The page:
TV goof ups

Smw Cartoon for Pinterest

Come winter, there would be ever so many  music and dance programs arranged in different venues. Some of them are telecast live on Doordarshan channels. Out of these, the music and dance festivals in Odisha are my favourites. These festivals, soaked in culture as they are, provide good dose of entertainment enough to last the rest of the year.

There is a certain pattern to the conduct of these festivals. There will always be two announcers- one to introduce the chief guests and artists and compere the program in Odiya language and the other to do so in Hindi and English. In fact, these announcements take away quite a chunk from the main program time.

This time in the Rajrani music festival conducted in the premises of Rajrani temple, the person chosen for Hindi and English was a seasoned announcer from DD and the one to do in Odiya was an academic obviously not acquainted with the TV procedure. The announcements in Odiya always preceded those in Hindi an English. But the portly, bespectacled academic would never know when the camera was on her; she would be looking here and there at the audience and the other announcer had to goad and prod her with her elbow and gesture with her hand to look at the camera and start talking which the lady academic would do with a blink and a jerk. It was hilarious to watch it on all the 3 days.

These gestures and movements when done in the programs recorded earlier in studios can always be edited and later shown with smooth beginnings. But an outdoor live program is nothing if not a charade as every single gesture is very obviously seen by the viewers.

In fact, in some live shows conducted in TV studios, it is pretty funny to watch the untutored artist nodding his/her head to the videographer’s cue, sometimes even making the typically Indian multidimensional movement of the head to convey to the cameraman that he/she had totally comprehended his signal.

When Bangalore DD was new, we could see the camera focusing on the non- speaking characters in interviews and plays while the audio would be from someone else who would be grudgingly missing seconds of their precious visual exposure.

This reminds me how the crowd scene in our teleplay ‘Choma’ was shot with a single camera in 80’s. We all had been asked to mention some dummy word before our ‘one-liners’, so that the cameraman would have time to turn the camera towards the speaking person and catch the   sentence from the beginning. Later, the dummy word would be edited making the presentation fluid.

It is really a pleasure to watch the present- day anchors and announcers responding spontaneously to the camera, something which they must have acquired after a lot of practice.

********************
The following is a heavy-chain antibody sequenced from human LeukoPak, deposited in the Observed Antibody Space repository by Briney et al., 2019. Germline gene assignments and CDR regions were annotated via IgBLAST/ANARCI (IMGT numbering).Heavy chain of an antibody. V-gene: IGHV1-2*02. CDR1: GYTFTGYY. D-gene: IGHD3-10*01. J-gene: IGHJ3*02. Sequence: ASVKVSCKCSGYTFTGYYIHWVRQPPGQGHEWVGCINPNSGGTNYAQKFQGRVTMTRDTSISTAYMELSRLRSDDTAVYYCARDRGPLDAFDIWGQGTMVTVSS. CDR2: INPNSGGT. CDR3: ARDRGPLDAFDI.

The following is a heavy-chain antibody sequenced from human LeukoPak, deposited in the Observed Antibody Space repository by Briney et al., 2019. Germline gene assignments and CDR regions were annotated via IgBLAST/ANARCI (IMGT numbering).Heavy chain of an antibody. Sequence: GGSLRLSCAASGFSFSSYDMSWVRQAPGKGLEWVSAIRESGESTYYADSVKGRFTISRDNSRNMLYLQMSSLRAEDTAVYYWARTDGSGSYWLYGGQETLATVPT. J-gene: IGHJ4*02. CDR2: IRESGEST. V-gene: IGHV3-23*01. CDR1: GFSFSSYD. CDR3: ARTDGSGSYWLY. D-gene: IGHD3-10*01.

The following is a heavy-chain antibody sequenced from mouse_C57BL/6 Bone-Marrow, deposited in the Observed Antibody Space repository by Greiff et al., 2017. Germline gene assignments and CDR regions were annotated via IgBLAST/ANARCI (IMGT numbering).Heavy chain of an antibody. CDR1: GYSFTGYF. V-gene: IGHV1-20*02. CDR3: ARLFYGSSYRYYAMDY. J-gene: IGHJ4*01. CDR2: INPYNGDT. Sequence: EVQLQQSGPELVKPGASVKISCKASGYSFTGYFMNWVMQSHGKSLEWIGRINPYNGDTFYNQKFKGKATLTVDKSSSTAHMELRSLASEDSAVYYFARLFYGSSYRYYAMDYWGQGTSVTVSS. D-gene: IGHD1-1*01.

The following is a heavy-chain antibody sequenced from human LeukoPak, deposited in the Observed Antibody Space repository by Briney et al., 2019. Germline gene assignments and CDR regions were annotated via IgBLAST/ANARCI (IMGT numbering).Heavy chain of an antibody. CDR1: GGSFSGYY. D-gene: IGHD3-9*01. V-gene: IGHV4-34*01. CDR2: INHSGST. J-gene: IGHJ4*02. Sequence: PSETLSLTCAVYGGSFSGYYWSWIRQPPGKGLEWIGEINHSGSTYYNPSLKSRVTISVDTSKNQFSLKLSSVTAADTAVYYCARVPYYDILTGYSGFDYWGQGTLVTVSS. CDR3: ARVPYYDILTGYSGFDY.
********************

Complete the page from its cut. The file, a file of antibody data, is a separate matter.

cartoon courtesy pinterest.


The Odissi Dance I Saw


DD Bharti (National TV channel for cultural items) is always known to telecast classy programs. One of the items I best like to watch is the direct live telecast of Indian classical dance festivals held in Khajuraho, Bhubaneswar and other places in Madhya Pradesh and Orissa.

The dances are mostly Odissi with items of Kathak, Kuchipudi and Bharathnatyam on some days. The settings are beautiful with the programs held on open air stages with the famed temples in the background. The timing being 6 in the evening onwards is just perfect. The stage lighting is very aesthetic and efficient. The colour filters, the strobe, the dimmer –all work without a hitch and are no distraction from the presented performances. The background music artists are introduced by the emcee (MC) with spotlights trained on them in the dark. They carry on the rest of the time with a flash- light trained on the sheet containing the lyrics.

The audience is an interested, culturally aware, and well behaved one with a few foreign faces here and there.

The stages are wide enough to accommodate a number of artistes and the dance dramas are well choreographed with many young artists with slim figures undulating gracefully.

The only snag is when the organizers want to honor senior artistes by allowing them to perform on the stage. Arts like music, literature and painting appeal to the connoisseurs irrespective of the age and fitness of the artists. But a performing art like Indian classical dance is one where there ought to be an age limit. I know that artists as they age and mature acquire a great degree of knowledge, skill and depth in their art; but they forget that their presentation has to appeal to the audience. Their bodies may not be able to cope with different nuances of their art which is pre-eminently visual in nature. As a result most of the senior artists make their performances a long saga of Abhinayam (mime)  with hardly any footwork which any expressive face, say that of  an actor can project and emote.

With due apologies to senior dance artists, I must say that I am not asking them not to dance. But let them do it in privacy. While concert goers prefer to avail of season passes, the organizers should not cheat them by introducing a geriatric element and force them to watch.

The particular dance I witnessed (Of course I could have switched off the TV and saved myself from the torture. But then I would not have got this blogJ) was of Radha and Krishna. The lady artiste playing Radha was quite old. At least her body was. Her face had been heavily painted to cover the wrinkles (very obvious in close-ups). Dewlaps of loose flesh were hanging from her arms and they quivered with every movement of her arms distracting one totally from the dance. Her dance movements gesticulating full breasts were pathetic to say the least. Though Odissi is a dance of tribhangi with head, thorax and hips moving independently, the poor lady’s body was a single solid mass not registering any individual body movements or swayings (And this in Khajuraho which is known for wall carvings of shapely damsels).